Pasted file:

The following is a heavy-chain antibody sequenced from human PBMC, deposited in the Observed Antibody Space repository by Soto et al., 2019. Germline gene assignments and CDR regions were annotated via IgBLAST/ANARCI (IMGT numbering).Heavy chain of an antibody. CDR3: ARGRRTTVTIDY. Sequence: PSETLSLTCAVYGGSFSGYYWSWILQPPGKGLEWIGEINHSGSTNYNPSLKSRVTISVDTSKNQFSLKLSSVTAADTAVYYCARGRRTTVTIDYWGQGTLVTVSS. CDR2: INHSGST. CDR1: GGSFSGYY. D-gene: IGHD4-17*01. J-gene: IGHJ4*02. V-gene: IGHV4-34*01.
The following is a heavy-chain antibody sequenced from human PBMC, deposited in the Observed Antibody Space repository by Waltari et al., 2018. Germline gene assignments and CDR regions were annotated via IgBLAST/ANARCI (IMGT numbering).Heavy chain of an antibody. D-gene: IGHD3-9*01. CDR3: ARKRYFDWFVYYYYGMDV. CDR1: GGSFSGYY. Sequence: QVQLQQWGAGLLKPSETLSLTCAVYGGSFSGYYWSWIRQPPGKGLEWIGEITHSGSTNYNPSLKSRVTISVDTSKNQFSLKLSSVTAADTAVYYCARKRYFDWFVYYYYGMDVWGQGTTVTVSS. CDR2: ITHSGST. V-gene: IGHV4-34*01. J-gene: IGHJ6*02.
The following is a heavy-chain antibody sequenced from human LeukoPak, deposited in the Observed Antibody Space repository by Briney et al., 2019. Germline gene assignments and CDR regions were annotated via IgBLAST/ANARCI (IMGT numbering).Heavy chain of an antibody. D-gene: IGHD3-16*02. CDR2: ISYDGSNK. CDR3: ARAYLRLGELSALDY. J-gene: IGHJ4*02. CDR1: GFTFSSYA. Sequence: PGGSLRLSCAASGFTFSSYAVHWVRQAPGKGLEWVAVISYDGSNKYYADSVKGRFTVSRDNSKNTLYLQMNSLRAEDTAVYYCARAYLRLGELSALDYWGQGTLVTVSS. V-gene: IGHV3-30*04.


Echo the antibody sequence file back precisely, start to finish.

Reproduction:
The following is a heavy-chain antibody sequenced from human PBMC, deposited in the Observed Antibody Space repository by Soto et al., 2019. Germline gene assignments and CDR regions were annotated via IgBLAST/ANARCI (IMGT numbering).Heavy chain of an antibody. CDR3: ARGRRTTVTIDY. Sequence: PSETLSLTCAVYGGSFSGYYWSWILQPPGKGLEWIGEINHSGSTNYNPSLKSRVTISVDTSKNQFSLKLSSVTAADTAVYYCARGRRTTVTIDYWGQGTLVTVSS. CDR2: INHSGST. CDR1: GGSFSGYY. D-gene: IGHD4-17*01. J-gene: IGHJ4*02. V-gene: IGHV4-34*01.
The following is a heavy-chain antibody sequenced from human PBMC, deposited in the Observed Antibody Space repository by Waltari et al., 2018. Germline gene assignments and CDR regions were annotated via IgBLAST/ANARCI (IMGT numbering).Heavy chain of an antibody. D-gene: IGHD3-9*01. CDR3: ARKRYFDWFVYYYYGMDV. CDR1: GGSFSGYY. Sequence: QVQLQQWGAGLLKPSETLSLTCAVYGGSFSGYYWSWIRQPPGKGLEWIGEITHSGSTNYNPSLKSRVTISVDTSKNQFSLKLSSVTAADTAVYYCARKRYFDWFVYYYYGMDVWGQGTTVTVSS. CDR2: ITHSGST. V-gene: IGHV4-34*01. J-gene: IGHJ6*02.
The following is a heavy-chain antibody sequenced from human LeukoPak, deposited in the Observed Antibody Space repository by Briney et al., 2019. Germline gene assignments and CDR regions were annotated via IgBLAST/ANARCI (IMGT numbering).Heavy chain of an antibody. D-gene: IGHD3-16*02. CDR2: ISYDGSNK. CDR3: ARAYLRLGELSALDY. J-gene: IGHJ4*02. CDR1: GFTFSSYA. Sequence: PGGSLRLSCAASGFTFSSYAVHWVRQAPGKGLEWVAVISYDGSNKYYADSVKGRFTVSRDNSKNTLYLQMNSLRAEDTAVYYCARAYLRLGELSALDYWGQGTLVTVSS. V-gene: IGHV3-30*04.